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The Gossip Queen

Well, just between you and me.

Case reviewed: Coughlan v Jones, Supreme Court, Dunedin 
[1916] NZLR 41


Robert was engaged to marry Nellie.  Nellie’s second cousin, Minnie, wrote a letter to Nellie’s sister.  In the letter, Minnie wrote:

“Well, Ada, between you and me I think it is a great pity Nell is marrying that fellow.  No one has a good word for him; people that have known them for years reckon they are no good.  His mother kept a brothel a few years ago, and I would not like to tell you what I heard about him and which I know is true.” 

After the letter was written, Minnie learnt the brothel comment was untrue and expressed her regret to those who had seen the letter.

Nonetheless, Robert’s mother, Mrs Coughlan, sued Minnie for the brothel comment, and claimed £250 in damages (about $33,200 today).  Even though Minnie could not prove the truth of the brothel comment, she argued the letter was written with good intentions: to prevent an undesirable marriage in the family.  Her lawyer argued the occasion of publication was privileged.


The jury found that, when Minnie wrote the letter, she believed the truth of the brothel comment.  However, in the witness box, Minnie said that she not want to prevent the marriage.  Seemingly on the basis of this comment, the jury considered that Minnie was driven to write the brothel comments out of mischief.  As a result, the jury decided that any privilege Minnie may otherwise have had, was defeated by malice.  The jury was unable to reach agreement on the amount of damages to be awarded, so the matter went to the Judge.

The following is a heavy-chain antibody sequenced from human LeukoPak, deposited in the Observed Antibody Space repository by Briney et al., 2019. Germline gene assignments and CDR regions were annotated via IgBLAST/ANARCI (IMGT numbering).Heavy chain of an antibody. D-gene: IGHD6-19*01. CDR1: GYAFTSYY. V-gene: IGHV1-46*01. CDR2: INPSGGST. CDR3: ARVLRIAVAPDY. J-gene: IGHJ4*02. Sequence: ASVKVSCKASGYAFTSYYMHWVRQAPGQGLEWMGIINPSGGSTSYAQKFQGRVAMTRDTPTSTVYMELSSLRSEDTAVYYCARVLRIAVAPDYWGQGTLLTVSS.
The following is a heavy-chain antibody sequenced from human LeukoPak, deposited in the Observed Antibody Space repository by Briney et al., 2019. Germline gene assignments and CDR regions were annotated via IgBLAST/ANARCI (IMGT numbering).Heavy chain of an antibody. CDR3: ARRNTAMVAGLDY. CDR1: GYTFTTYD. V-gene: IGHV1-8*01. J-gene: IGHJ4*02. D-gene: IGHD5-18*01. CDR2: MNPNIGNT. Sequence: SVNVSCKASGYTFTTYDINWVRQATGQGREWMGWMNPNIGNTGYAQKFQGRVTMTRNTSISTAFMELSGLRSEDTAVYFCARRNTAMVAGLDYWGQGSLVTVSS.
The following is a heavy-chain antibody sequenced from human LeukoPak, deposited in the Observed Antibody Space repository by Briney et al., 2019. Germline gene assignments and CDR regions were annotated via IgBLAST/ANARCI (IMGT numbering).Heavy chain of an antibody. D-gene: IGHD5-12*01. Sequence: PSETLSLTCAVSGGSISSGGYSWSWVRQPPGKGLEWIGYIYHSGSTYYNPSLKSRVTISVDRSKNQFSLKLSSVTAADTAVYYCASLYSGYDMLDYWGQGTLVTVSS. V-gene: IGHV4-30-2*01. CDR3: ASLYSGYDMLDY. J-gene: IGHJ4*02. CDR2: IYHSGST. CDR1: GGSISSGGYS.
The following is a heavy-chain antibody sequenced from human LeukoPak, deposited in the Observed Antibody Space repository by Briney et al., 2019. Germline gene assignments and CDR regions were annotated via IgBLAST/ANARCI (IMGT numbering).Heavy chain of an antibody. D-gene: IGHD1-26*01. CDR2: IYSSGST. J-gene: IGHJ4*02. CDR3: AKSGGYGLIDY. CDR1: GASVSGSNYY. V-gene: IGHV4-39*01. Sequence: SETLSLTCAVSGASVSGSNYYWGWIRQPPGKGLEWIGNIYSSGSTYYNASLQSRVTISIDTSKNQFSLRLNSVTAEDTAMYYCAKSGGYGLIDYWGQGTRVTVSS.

The Judge described Minnie’s motivation for writing the brothel comments as being “a love of circulating wicked gossip“.  The Judge held that this amounted to malice.  But because the publication was made only to Nellie’s sister, the Judge deemed the damage to be minimal and awarded Mrs Coughlan only £20 in damages (about $2,650 today).


If the case was decided today, even if the brothel comment was privileged, it most certainly would have been defeated under section 19 of the Defamation Act: the case looks a neat fit for the second limb of section 19: that Minnie “took improper advantage of the occasion of publication” – that is, under a façade of seeking to protect Nellie, Minnie was really just gossip-mongering.